I have been keeping my eye out for your inflation study. Interesting results for the first year. It will be even more interesting after 10 years I think. I keep trying to deflate my expenses thus my cost of living but it seems that I have hit a plateau. Now inflation has a chance to affect my expenses. Keep tracking, I find it super informative.

    Reply
    1. Dividends Down Under Post author

      Hey TJL, glad to know you’ve been looking forward to the update. I think that’s the most you can do – most things will keep going up in price over the long term so all we can do is control our spending.

      We will definitely keep updating this, we find it interesting too 🙂

      Mr DDU

      Reply
  3. Charlie

    Interesting data, like Jolly Ledger says, I think it will provide greater insight in the future. One factor I don’t see is healthcare. I’m finding as I age the frequency of health visits increase as well as medicines required. Even where insurance coverage is adequate, co-pays and travel expenses take a bite. Even your state system has inflation built in based on the levy percentage (income based) and who knows how much on the private side. Just a thought …

    Reply
    1. Dividends Down Under Post author

      Good points Charlie and healthcare is a big one. I think it’s hard to measure exactly what to track because health is very different for a long of people. The Govt Cost of Living is for a retired couple so that take into consideration some health costs.

      Maybe something in the future would be good to track like health insurance – we’ll have a think about it.

      Mr DDU

      Reply
  4. FerdiS

    Great study, thanks for sharing! It would be interesting to see follow-ups in future. I suspect some of those big-ticket items will change more significantly again.

    One of the lessons I learned early-on in life is that owning property is one of the best inflation shields you can have.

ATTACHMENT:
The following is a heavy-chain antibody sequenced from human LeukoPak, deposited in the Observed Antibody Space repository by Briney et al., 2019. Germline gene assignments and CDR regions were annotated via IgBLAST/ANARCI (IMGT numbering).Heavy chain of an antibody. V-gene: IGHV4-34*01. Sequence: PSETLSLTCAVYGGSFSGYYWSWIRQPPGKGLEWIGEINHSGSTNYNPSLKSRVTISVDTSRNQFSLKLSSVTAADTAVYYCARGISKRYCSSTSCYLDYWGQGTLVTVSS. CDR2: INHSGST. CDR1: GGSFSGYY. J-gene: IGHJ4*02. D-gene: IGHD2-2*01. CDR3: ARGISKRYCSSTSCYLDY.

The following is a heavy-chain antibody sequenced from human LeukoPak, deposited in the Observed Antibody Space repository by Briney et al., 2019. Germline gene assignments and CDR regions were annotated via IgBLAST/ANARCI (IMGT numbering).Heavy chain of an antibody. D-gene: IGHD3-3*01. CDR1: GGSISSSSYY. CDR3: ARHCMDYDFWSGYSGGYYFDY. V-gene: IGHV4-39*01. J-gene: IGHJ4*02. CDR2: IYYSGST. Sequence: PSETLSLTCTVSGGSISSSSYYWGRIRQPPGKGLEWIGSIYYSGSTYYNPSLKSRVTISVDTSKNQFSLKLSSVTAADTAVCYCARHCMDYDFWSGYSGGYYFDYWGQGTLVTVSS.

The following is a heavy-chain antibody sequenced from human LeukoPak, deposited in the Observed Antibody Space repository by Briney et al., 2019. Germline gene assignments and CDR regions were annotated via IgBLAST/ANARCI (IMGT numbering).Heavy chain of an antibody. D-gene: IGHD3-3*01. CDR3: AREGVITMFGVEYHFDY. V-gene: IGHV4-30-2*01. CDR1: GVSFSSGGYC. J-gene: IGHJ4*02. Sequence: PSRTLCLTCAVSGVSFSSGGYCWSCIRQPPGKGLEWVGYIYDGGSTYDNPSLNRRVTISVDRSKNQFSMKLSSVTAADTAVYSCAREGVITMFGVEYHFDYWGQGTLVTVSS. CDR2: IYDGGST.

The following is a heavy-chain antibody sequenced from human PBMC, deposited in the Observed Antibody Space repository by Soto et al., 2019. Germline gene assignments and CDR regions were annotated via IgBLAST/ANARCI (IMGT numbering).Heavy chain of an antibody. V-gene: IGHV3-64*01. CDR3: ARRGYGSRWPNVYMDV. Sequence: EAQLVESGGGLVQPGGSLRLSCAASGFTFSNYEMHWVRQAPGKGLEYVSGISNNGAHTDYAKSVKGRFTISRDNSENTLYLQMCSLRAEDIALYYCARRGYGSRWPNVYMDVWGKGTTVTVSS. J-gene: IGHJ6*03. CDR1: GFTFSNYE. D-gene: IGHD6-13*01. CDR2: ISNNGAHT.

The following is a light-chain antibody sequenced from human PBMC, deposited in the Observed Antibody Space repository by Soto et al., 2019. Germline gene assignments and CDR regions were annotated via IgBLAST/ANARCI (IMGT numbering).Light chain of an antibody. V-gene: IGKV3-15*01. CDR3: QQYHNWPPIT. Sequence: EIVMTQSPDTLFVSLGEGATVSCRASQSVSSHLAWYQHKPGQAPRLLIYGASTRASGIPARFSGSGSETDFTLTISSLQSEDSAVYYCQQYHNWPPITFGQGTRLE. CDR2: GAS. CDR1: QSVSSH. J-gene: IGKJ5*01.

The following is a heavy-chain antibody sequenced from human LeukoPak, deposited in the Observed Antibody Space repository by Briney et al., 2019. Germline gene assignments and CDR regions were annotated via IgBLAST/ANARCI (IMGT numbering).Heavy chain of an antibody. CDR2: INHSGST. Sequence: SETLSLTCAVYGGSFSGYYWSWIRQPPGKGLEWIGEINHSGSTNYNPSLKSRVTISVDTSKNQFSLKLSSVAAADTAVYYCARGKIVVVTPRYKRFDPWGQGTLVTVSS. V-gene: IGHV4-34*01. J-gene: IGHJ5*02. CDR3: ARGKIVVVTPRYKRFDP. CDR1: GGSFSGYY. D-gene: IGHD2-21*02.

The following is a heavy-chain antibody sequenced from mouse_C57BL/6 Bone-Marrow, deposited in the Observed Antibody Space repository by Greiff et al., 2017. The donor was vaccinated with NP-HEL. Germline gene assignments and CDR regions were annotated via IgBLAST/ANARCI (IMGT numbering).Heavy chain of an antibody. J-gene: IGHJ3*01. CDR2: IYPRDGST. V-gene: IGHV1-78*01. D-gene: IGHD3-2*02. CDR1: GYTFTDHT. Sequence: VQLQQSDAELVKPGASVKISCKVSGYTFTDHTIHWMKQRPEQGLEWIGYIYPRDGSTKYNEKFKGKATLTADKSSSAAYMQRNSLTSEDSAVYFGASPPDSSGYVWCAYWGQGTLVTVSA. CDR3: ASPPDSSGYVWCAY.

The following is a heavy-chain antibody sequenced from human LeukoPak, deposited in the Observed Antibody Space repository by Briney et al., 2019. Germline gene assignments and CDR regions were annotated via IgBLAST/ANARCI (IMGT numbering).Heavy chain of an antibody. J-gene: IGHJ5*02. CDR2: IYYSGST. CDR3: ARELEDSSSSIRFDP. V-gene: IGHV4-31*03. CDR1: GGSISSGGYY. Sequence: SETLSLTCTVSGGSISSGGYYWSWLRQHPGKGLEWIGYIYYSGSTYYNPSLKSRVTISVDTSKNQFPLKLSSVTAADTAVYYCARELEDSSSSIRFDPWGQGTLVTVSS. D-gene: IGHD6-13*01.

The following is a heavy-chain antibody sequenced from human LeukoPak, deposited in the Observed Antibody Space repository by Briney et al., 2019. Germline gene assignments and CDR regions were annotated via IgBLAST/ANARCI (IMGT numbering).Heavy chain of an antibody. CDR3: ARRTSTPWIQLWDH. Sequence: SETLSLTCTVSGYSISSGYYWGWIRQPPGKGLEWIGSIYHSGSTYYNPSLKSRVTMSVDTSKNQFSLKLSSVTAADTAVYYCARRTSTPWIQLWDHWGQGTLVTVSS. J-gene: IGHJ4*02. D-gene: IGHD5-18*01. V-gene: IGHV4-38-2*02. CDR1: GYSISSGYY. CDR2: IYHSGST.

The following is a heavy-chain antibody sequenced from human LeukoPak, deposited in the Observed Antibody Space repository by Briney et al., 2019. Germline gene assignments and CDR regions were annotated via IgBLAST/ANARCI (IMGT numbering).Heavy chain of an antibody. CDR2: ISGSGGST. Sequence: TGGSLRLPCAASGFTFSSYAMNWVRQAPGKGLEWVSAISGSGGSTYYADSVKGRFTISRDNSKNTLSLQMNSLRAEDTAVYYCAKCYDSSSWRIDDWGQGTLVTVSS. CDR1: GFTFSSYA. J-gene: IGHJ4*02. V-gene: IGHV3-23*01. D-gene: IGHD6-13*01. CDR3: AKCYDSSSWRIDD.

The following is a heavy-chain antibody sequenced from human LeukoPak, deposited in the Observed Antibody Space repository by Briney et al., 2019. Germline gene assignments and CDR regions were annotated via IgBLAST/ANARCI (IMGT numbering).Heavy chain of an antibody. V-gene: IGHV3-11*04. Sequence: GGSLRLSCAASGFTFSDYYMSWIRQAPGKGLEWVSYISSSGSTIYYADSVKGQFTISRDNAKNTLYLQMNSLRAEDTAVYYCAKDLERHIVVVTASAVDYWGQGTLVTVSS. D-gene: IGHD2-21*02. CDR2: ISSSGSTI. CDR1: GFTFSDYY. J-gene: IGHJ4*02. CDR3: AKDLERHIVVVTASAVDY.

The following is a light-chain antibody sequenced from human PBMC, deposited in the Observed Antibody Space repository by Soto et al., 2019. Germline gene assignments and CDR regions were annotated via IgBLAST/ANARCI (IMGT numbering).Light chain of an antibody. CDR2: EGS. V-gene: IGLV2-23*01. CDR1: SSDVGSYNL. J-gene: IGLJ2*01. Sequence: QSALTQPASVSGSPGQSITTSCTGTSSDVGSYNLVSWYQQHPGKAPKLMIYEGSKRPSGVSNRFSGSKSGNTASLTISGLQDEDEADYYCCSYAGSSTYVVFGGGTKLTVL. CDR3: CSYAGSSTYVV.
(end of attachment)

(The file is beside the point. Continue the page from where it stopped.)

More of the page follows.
Reply
    1. Dividends Down Under Post author

      We completely agree about owning property Ferdi, we will probably be buying a property in the next few years, but it will hard to say exactly when. Glad you like the study 🙂

      Mr DDU

      Reply
  5. Team CF

    You got to love fluctuating exchange rates 😉
    Perhaps better to pick a inflation basket that is more centered around Australian products to buffer some of the exchange rate fluctuations?

    Reply
    1. Dividends Down Under Post author

      Yep good point Team CF. I don’t mind that some items are affected by exchange rates but that’s just what the Aussie person would have to deal with – lots of our products and services come from overseas so we have to take that into account. There are still a number of things that aren’t related to exchange rates – such as the Govt cost of living, house prices etc that are mostly Australia-centric.

      Mr DDU

      Reply
  6. Strong Money Australia

    Inflation is super interesting. I take the unpopular view that most inflation is actually optional. As the price of many things increases, we change change our buying decisions to reflect that.
    The numbers I’ve seen suggest that the true cost of actual ‘necessities’ has decreased over time relative to wages. But our opinion on what ‘necessities’ are tends to expand, the more money we have.
    Our expenses are lower now than they were 10 years ago, and I expect that to continue as we have a few ideas on ways to optimise further without actually dropping standard of living.

    Looking forward to seeing this study evolve over time, good work guys 🙂

    Reply
    1. Dividends Down Under Post author

      I can understand where you’re coming from with that POV SMA. In some ways our expenses are a lot less and as a % are coming further and further down (even if we spend a little more than we did a couple of years ago). I think it goes to show that things that are getting more expensive (eg Home Tech) doesn’t help – if you keep using the same type of product it will just keep getting cheaper.

      Mr DDU

      Reply
  7. J @ Hey, It's Just Money!

    Thanks for this update, guys. Great stuff! I guess you know how we fee about this, particularly on house prices. Like everyone said, it will be interesting to see further updates on this. Basically, you can’t quit blogging! Haha!

    Reply